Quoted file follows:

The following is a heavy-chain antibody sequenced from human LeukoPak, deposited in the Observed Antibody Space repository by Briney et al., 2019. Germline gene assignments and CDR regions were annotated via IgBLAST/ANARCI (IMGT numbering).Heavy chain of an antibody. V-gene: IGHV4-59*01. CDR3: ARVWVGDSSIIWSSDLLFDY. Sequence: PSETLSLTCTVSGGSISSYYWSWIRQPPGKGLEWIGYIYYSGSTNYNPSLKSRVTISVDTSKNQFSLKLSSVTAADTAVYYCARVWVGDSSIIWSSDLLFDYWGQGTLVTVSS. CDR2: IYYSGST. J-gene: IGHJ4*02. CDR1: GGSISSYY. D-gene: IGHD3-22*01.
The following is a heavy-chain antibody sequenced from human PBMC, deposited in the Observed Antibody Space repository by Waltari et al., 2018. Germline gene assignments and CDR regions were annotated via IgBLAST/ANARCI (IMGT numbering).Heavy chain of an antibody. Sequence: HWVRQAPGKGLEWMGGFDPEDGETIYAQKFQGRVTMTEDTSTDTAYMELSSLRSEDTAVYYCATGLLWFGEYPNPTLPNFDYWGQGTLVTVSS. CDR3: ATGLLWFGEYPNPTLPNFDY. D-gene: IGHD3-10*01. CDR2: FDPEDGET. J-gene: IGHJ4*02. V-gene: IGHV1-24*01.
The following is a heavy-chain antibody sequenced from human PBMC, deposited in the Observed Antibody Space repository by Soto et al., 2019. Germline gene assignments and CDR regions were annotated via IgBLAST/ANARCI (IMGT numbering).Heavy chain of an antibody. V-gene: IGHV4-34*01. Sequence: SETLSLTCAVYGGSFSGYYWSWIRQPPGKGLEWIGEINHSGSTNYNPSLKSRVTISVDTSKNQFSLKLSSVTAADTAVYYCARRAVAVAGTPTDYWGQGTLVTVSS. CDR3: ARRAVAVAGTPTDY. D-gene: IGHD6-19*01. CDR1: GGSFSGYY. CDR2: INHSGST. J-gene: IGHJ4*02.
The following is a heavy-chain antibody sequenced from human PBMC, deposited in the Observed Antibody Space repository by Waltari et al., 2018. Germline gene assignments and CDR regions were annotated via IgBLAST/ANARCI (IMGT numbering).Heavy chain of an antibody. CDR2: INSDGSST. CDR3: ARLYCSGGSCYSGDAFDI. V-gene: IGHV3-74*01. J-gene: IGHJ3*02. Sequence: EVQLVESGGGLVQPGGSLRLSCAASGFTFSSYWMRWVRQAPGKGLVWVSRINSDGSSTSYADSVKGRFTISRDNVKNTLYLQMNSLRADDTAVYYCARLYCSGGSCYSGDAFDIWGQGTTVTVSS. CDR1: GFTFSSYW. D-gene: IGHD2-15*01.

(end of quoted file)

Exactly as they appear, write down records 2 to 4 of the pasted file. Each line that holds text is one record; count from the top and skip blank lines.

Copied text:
The following is a heavy-chain antibody sequenced from human PBMC, deposited in the Observed Antibody Space repository by Waltari et al., 2018. Germline gene assignments and CDR regions were annotated via IgBLAST/ANARCI (IMGT numbering).Heavy chain of an antibody. Sequence: HWVRQAPGKGLEWMGGFDPEDGETIYAQKFQGRVTMTEDTSTDTAYMELSSLRSEDTAVYYCATGLLWFGEYPNPTLPNFDYWGQGTLVTVSS. CDR3: ATGLLWFGEYPNPTLPNFDY. D-gene: IGHD3-10*01. CDR2: FDPEDGET. J-gene: IGHJ4*02. V-gene: IGHV1-24*01.
The following is a heavy-chain antibody sequenced from human PBMC, deposited in the Observed Antibody Space repository by Soto et al., 2019. Germline gene assignments and CDR regions were annotated via IgBLAST/ANARCI (IMGT numbering).Heavy chain of an antibody. V-gene: IGHV4-34*01. Sequence: SETLSLTCAVYGGSFSGYYWSWIRQPPGKGLEWIGEINHSGSTNYNPSLKSRVTISVDTSKNQFSLKLSSVTAADTAVYYCARRAVAVAGTPTDYWGQGTLVTVSS. CDR3: ARRAVAVAGTPTDY. D-gene: IGHD6-19*01. CDR1: GGSFSGYY. CDR2: INHSGST. J-gene: IGHJ4*02.
The following is a heavy-chain antibody sequenced from human PBMC, deposited in the Observed Antibody Space repository by Waltari et al., 2018. Germline gene assignments and CDR regions were annotated via IgBLAST/ANARCI (IMGT numbering).Heavy chain of an antibody. CDR2: INSDGSST. CDR3: ARLYCSGGSCYSGDAFDI. V-gene: IGHV3-74*01. J-gene: IGHJ3*02. Sequence: EVQLVESGGGLVQPGGSLRLSCAASGFTFSSYWMRWVRQAPGKGLVWVSRINSDGSSTSYADSVKGRFTISRDNVKNTLYLQMNSLRADDTAVYYCARLYCSGGSCYSGDAFDIWGQGTTVTVSS. CDR1: GFTFSSYW. D-gene: IGHD2-15*01.